Pen Hadow is a leading explorer of the Arctic Ocean, now dedicated to advancing protection for the wildlife and ecosystem services in the Central Arctic Ocean’s international waters surrounding the North Pole.
Hadow is Executive Director of the 90 North Foundation (www.90northfoundation.org) which is advocating:
- A ‘Routeing Measure’ be adopted in the next revision of the UN IMO Polar Code to ensure international shipping remains outside of the Central Arctic Ocean’s international waters as the sea ice recedes (the shipping lanes to be a more northerly version of the existing Northern Sea Route)
- Designation by the UN IMO that these waters are a ‘Particularly Sensitive Sea Area’ and ‘An Area To Be Avoided’.
- A Marine Protected Area be established for these waters through the UN High Seas Treaty (aka UN Convention on Biodiversity Beyond National Jurisdiction) once the treaty is ratified by Sept 2028.
The 90 North Foundation is introducing a significant new perspective on the Arctic’s diminishing sea ice, revealing the potentially catastrophic threats to the unique “floating ice-reef ecosystem” from surface vessel activity. The ecosystem supports some of the world’s most iconic species – polar bear, walrus, bowhead whale, orca, narwhal, beluga, three species of seal – and significant fish stocks in the North Pacific and North Atlantic Oceans; and through its biodiversity, it also provides a range of ecosystem services critical to life on Earth.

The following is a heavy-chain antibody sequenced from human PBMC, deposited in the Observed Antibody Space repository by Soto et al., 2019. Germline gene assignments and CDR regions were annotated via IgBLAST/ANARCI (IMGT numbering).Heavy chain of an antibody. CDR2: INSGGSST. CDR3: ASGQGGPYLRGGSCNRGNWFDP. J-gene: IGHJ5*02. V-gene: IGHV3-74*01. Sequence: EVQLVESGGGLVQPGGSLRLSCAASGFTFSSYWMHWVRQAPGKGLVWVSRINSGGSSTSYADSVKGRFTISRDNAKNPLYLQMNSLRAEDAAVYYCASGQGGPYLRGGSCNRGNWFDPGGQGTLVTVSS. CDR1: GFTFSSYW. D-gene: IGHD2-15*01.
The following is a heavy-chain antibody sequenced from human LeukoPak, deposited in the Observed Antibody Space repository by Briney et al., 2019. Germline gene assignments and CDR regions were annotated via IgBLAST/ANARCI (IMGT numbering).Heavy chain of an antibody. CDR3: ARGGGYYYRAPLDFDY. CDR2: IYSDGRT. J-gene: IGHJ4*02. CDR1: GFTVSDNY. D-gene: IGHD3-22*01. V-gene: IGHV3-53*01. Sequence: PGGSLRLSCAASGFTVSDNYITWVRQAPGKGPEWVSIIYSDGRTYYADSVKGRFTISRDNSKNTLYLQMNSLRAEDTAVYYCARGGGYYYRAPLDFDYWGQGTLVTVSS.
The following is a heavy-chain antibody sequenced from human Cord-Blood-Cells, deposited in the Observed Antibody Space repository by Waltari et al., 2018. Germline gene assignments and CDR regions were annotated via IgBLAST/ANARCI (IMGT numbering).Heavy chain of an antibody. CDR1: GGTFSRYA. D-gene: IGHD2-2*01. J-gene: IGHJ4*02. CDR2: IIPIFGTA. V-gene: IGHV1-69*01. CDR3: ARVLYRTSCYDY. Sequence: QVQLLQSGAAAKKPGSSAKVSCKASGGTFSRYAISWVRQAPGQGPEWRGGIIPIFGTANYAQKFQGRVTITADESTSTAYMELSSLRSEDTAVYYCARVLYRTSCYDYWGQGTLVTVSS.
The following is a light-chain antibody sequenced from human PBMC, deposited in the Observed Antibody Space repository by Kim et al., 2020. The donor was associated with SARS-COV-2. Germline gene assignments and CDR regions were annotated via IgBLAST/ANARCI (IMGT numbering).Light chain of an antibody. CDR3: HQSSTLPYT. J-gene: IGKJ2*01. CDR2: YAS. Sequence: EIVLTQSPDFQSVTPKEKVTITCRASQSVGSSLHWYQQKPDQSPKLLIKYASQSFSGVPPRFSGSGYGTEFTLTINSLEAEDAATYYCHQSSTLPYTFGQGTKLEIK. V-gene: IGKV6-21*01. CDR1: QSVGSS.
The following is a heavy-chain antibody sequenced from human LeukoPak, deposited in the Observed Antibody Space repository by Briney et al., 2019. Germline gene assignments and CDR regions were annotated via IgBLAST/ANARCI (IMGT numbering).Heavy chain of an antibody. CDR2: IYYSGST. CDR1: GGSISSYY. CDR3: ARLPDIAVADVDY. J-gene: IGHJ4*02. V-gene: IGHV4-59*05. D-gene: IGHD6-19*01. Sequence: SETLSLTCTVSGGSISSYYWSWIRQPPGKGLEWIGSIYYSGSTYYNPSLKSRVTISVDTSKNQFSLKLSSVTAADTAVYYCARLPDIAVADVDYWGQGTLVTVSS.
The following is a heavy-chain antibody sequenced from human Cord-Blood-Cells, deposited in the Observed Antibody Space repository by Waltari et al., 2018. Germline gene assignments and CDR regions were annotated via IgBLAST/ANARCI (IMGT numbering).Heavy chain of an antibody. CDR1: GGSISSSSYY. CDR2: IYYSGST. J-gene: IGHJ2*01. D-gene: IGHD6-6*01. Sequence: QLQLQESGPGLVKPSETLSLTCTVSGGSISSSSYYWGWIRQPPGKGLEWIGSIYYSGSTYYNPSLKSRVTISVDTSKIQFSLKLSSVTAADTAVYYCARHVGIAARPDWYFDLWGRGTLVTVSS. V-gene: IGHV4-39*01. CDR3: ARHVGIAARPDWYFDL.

In 2017 Arctic Mission sailed two 50’ vessels 300 miles into the Central Arctic Ocean’s international waters, the first vessels in history to do so without icebreakers. The objective was to warn of the increasing accessibility of these waters to commercial shipping, fishing, tourism and mining, and the direct stressors these activities introduce to the wildlife already-stressed by the reduced sea-ice cover habitat.
Previously, Hadow led the multi-award-winning £7.5m international scientific research programme, Catlin Arctic Survey (2007-2012) investigating the rates, causes and impacts of the Arctic’s rapidly melting sea ice.
In 2003 Hadow became the first person to trek solo, and without resupply, across the Arctic’s sea ice from Canada to the North Geographic Pole – a feat that took three attempts over 15 years … and will likely never be repeated due to climate change as fixed-wing aircraft can no longer land in this region.
Hadow is an Honorary Patron of the Royal Scottish Geographical Society, the British Exploring Society, the Scientific Exploration Society, and The Explorers Club (UK Chapter).